A wind turbine is a device that converts the kinetic energy of wind into electrical energy. Hundreds of thousands of large turbines, in installations known as wind farms, now generate over 650 gigawatts of power, with 60 GW added each year. They are an increasingly important source of intermittent renewable energy, and are used in many countries to lower energy costs and reduce reliance on fossil fuels.
Wind turbines are common in many countries and regions around the world these days, but have you ever wondered how wind turbines generate electricity? In the follow, we will help you understand how they combine to convert wind energy into electricity.
Wind turbines are manufactured in a wide range of vertical and horizontal axes. The smallest wind turbines are used for applications such as charging batteries that assist in powering boats or caravans or powering traffic warning signs. Larger turbines can be used to contribute to powering homes. Compared with photovoltaic, hydro, geothermal, coal and natural gas, wind has the lowest relative greenhouse gas emissions and the lowest water needs.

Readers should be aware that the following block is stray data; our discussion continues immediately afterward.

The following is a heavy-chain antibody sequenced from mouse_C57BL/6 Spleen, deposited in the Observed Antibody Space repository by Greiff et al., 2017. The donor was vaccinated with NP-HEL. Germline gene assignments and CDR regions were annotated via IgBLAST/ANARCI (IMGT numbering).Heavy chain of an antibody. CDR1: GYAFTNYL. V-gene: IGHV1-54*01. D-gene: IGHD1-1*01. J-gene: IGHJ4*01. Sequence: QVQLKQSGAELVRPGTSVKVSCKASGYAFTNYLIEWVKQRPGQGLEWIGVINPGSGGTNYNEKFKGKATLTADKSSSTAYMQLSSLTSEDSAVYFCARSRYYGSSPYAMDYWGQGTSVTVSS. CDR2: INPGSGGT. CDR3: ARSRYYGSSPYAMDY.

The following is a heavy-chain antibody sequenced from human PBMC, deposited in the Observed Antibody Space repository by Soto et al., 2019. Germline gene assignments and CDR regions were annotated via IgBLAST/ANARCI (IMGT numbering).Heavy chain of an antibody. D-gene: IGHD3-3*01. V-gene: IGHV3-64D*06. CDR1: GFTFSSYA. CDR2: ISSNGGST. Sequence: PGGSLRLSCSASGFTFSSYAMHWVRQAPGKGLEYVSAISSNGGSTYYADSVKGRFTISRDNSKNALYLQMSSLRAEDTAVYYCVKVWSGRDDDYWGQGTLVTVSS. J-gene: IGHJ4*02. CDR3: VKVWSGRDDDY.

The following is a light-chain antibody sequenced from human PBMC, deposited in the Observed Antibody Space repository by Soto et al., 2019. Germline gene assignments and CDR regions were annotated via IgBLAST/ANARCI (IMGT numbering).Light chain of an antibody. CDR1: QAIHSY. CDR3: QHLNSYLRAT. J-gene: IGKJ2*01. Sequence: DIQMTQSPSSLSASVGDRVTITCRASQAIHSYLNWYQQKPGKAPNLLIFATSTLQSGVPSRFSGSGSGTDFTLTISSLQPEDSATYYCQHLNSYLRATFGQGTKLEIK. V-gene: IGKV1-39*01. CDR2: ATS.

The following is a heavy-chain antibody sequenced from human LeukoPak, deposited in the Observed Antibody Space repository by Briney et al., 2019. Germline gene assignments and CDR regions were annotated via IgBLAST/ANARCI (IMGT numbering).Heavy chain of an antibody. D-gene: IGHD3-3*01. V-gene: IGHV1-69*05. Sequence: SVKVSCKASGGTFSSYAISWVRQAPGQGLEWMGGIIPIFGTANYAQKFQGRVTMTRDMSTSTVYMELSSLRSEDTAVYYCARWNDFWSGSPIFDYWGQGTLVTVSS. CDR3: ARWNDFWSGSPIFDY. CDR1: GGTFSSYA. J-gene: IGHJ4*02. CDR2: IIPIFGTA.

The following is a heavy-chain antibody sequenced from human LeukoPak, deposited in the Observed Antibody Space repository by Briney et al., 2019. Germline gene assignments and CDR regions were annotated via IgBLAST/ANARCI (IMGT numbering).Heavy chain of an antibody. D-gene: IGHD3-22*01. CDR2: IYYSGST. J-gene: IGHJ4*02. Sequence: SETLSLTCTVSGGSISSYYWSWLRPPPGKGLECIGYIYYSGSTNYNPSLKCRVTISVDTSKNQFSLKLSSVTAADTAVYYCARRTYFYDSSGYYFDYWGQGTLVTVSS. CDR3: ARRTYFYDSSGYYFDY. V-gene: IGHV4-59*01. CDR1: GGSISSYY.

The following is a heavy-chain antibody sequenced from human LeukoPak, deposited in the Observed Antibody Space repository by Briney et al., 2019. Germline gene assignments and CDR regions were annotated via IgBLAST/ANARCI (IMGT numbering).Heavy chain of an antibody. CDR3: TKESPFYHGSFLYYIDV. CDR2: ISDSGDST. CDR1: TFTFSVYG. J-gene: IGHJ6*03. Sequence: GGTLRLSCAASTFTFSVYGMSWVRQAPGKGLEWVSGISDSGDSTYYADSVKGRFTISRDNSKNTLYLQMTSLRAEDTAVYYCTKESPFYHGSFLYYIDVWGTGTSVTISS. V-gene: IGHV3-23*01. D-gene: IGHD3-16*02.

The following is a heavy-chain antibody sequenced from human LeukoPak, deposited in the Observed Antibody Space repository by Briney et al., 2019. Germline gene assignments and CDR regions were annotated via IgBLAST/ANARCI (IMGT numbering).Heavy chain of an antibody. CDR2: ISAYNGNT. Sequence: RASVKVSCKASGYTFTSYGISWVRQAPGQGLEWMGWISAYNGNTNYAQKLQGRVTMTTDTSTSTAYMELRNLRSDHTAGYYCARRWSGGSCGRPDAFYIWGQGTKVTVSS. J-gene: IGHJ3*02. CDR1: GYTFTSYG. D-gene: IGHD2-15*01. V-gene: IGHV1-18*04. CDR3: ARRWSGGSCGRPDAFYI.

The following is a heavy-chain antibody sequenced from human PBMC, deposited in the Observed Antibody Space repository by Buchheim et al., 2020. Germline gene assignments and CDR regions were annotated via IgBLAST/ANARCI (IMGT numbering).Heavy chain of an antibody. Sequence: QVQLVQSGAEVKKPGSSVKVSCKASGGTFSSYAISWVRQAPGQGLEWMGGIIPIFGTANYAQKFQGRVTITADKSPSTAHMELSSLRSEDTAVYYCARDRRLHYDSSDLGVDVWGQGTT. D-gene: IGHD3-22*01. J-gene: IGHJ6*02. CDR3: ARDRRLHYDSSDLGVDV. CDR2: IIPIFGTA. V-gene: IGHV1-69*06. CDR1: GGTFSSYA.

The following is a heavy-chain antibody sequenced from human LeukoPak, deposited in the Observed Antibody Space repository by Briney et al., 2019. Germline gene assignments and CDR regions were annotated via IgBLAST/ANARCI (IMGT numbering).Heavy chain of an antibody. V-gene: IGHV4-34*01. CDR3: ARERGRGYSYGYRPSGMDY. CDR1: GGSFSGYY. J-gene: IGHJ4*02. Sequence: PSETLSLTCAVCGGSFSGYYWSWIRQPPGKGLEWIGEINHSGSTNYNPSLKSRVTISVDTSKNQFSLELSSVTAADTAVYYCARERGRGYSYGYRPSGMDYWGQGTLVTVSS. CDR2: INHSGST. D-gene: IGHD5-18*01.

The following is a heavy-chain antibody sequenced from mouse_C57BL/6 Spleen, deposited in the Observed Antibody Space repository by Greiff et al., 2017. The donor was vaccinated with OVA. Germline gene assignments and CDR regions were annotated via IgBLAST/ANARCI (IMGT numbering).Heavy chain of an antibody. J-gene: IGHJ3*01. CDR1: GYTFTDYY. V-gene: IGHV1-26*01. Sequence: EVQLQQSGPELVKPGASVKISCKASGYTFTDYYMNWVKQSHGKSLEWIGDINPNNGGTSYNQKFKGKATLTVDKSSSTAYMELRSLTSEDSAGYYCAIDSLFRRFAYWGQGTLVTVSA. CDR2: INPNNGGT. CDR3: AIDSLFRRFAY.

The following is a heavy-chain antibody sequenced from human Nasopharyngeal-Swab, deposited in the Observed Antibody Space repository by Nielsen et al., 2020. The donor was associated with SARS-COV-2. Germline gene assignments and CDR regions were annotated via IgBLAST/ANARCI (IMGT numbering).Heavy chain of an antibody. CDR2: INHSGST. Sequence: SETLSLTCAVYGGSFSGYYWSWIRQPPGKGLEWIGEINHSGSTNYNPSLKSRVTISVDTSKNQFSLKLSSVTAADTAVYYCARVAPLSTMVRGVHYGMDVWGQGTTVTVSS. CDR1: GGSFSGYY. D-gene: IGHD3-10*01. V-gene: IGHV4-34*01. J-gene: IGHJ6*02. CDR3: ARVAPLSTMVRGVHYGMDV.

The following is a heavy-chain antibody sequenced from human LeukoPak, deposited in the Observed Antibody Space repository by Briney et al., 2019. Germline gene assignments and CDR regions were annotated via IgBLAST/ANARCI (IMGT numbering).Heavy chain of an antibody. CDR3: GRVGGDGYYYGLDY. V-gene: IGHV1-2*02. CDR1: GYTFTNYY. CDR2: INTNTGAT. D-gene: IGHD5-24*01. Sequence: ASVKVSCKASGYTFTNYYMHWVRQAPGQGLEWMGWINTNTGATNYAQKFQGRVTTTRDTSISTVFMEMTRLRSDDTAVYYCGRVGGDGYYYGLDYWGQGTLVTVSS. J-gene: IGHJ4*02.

This process is initiated by turbine blades/ rotors. As the wind blows, the aerodynamic blades begin to rotate. As the blades of a wind turbine rotate, the kinetic energy of that motion is transferred to the interior of the turbine by means of a low-speed shaft that rotates at approximately 30 to 60 rpm.
The low speed shaft is connected to the gearbox, which is a transmission device responsible for increasing the speed of rotation from about 30 rpm to 60 rpm, the speed required by the generator (usually between 1,000 and 1,800 rpm). The high speed shaft transfers kinetic energy from the gearbox to the generator, which then turns to produce electricity.
Finally, the power generated will be fed down from the turbine tower via high voltage cables and will usually be fed to the grid or used as a local power source.